Feds Look To Address Disability Discrimination In Organ Transplants
Following years of concerns about people with disabilities being denied organ transplants, federal officials are seeking public comment and Congress could be poised to do something about it too.
Multiple families have come forward in the last decade alleging that doctors have denied their loved ones needed organ transplants because of their intellectual or developmental disabilities. In one case, the U.S. Department of Health and Human Services’ Office for Civil Rights brokered a resolution with the University of North Carolina Health Care system in 2019 after a complaint alleged that a doctor there determined that an individual with an intellectual disability would not be a good candidate for a heart transplant because of the person’s disabilities and the fact that the individual did not live independently.
Now federal health officials are considering broader changes to the nation’s organ transplant system with an eye toward addressing the disparities facing people with disabilities and other groups.
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The Centers for Medicare & Medicaid Services says it is seeking feedback from the public to identify “potential system-wide improvements.”
“Organ donation is a precious gift, and we owe it to recipients, donors, those awaiting organs and their loved ones to ensure our transplantation system is safe, efficient and equitable,” said CMS Administrator Chiquita Brooks-LaSure. “We are seeking input on ways to improve organ donation and transplantation and are committed to engaging all stakeholders throughout our policy development process. This effort is extremely important for supporting organ transplants for communities of color, individuals with disabilities and other historically underserved populations.”
In a notice published in the Federal Register this month about the public comment period, CMS acknowledges that “organ transplantation and donation in the United States remains highly inequitable.” The agency cites a 2019 report from the National Council on Disability which found that people with disabilities are frequently denied equal access to transplants and providers often falsely assume that individuals in this population — especially those with intellectual disabilities — will have worse outcomes after receiving transplants than others.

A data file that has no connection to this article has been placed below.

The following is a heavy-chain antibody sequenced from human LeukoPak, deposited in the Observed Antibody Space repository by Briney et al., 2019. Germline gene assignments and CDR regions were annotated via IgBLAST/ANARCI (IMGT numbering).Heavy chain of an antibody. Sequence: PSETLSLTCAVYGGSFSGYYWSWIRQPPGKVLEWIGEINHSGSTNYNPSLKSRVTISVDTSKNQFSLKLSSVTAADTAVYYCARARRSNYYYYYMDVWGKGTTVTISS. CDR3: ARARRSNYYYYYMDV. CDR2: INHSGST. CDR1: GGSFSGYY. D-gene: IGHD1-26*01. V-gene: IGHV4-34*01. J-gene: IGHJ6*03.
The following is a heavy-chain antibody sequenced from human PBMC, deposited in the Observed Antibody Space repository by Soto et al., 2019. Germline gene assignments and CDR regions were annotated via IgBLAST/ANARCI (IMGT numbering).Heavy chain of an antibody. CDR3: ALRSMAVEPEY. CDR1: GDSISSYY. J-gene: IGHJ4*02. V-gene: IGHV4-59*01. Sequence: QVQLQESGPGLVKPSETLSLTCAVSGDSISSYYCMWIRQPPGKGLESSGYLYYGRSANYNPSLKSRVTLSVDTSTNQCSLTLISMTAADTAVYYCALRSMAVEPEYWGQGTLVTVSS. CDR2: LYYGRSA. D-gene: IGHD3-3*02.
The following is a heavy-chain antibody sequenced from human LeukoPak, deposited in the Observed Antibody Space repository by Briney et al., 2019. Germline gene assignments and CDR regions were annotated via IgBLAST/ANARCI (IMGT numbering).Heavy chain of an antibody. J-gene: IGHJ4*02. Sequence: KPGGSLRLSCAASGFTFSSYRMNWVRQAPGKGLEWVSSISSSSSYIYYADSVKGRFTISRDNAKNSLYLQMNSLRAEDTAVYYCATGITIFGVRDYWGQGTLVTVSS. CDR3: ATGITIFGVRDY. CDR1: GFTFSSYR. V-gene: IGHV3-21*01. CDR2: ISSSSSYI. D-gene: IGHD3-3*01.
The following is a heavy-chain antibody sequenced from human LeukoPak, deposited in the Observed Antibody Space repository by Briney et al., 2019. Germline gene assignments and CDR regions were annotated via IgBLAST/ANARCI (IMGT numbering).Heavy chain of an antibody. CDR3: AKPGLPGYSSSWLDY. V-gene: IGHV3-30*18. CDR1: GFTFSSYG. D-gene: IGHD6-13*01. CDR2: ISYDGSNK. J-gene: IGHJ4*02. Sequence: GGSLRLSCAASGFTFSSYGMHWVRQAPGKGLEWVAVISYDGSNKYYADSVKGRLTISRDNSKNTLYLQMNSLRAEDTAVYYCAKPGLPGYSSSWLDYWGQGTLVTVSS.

“This inequity exists despite numerous federal and state prohibitions on discrimination on the basis of race, color, national origin and disability,” the notice states.
When the National Council on Disability issued its 2019 report the agency urged both the Department of Health and Human Services’ Office for Civil Rights and the Department of Justice to issue guidance clarifying that the Americans with Disabilities Act and Section 504 of the Rehabilitation Act of 1973 apply to all stages of the organ transplant process. A group of 30 members of Congress also made a similar request in 2016, but to date no guidance has materialized.
CMS said it is looking for input on what changes can be made to ensure that transplant programs provide equal access to people with disabilities, among other issues.
The Biden administration’s move to rethink the organ transplant system comes as some federal lawmakers are pushing for changes as well.
Sens. Marco Rubio, R-Fla., and Maggie Hassan, D-N.H., introduced legislation earlier this month that would ban discrimination against patients in need of organ transplants based on their disability. The bill would also ensure that such discrimination claims could be expedited through federal courts.
Already more than half of states have similar prohibitions on the books, but differences in laws and delays in providing relief have made enforcement difficult, the lawmakers said.
CMS is accepting public comment until Feb. 1.